In this game they took the fight to the Tar Heels right away, taking advantage of the absence of 6-10 John Henson, who was in uniform but held out of play with an injured wrist. Henson's shot-blocking presence was sorely missed - without him UNC blocked no shots in its semifinal win and just one shot in the championship.
The first five Seminole baskets were in the paint, which eventually opened up the outside for a flurry of 3-point shots. Overall FSU blistered UNC with 58.9 percent shooting.
The Seminoles led by as many as 17 points, 47-31 with 2:44 left in the first half. But unlike the game in Tallahassee where the Tar Heels were blown out by 33 points, they regrouped and made a tight game of it.
UNC finally whittled things down to 83-82 and had possession. Kendall Marshall launched a 3-point attempt that was off-line and Florida State's Deividas Dulkys out-fought everyone for the rebound.
Snaer said he made a mistake in leaving Marshall so open, then tried to recover.
"I was going to sprint as hard as I ever sprinted in my life, I was going to jump as high as I ever jumped in my life and I tried to contest the shot as hard as I've done since I've been playing basketball," he said. "Luckily he missed the shot and we got the rebound."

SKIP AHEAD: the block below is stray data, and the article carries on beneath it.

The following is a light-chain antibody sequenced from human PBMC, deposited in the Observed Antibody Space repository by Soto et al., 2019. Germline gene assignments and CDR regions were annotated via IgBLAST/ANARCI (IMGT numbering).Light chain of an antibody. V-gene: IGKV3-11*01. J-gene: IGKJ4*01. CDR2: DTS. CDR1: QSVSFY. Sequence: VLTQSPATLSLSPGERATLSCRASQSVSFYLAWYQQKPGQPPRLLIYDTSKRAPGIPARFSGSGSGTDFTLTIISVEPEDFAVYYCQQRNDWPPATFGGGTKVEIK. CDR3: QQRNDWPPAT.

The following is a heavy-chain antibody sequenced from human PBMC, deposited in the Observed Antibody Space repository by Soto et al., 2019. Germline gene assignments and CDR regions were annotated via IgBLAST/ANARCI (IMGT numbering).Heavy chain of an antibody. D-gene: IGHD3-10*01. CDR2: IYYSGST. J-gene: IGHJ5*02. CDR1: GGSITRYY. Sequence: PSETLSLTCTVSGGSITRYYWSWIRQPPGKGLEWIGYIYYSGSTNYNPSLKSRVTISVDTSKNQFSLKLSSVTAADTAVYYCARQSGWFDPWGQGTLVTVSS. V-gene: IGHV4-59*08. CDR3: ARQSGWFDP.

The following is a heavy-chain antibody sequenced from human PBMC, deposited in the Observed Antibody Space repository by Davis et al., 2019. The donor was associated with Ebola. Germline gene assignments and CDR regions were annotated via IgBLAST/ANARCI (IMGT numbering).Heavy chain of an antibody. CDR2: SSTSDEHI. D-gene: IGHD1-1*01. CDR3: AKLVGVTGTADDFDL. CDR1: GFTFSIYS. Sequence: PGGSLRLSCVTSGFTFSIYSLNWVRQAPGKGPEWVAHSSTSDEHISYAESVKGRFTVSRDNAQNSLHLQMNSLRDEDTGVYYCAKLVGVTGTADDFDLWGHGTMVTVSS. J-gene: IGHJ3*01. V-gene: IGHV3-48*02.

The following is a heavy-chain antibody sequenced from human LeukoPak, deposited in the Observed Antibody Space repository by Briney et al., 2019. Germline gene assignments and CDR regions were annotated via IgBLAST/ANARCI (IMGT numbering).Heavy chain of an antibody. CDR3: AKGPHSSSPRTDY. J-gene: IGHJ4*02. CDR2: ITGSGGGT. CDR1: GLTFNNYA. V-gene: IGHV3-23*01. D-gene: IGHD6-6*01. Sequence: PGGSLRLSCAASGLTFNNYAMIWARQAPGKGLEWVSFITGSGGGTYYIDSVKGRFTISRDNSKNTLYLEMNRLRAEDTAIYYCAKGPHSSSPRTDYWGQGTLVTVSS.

That was secured by the 6-5 Dulkys, who was playing the power forward position in a small lineup. James calls him "the smallest four-man in the country."
"I really wanted it, I really wanted that rebound," Dulkys said. "I knew it was important for us. I'm sure the guys boxed out and I just had to go get it. Someone had to do it and it wasn't just me, everybody did what they were supposed to do and that's why I got it."
Dulkys was fouled with 3.9 seconds left and stepped to the line in a one-and-one situation. He admitted to a tinge of nervousness because of the atmosphere of a championship game. But the first one swished cleanly through, followed by the second for a three-point lead.
"He got a grown man rebound on that last play, got fouled and was able to knock down his free throws to put us over the top," James said. "He's a stone-cold killer. I had no doubt in my mind he was going to make them."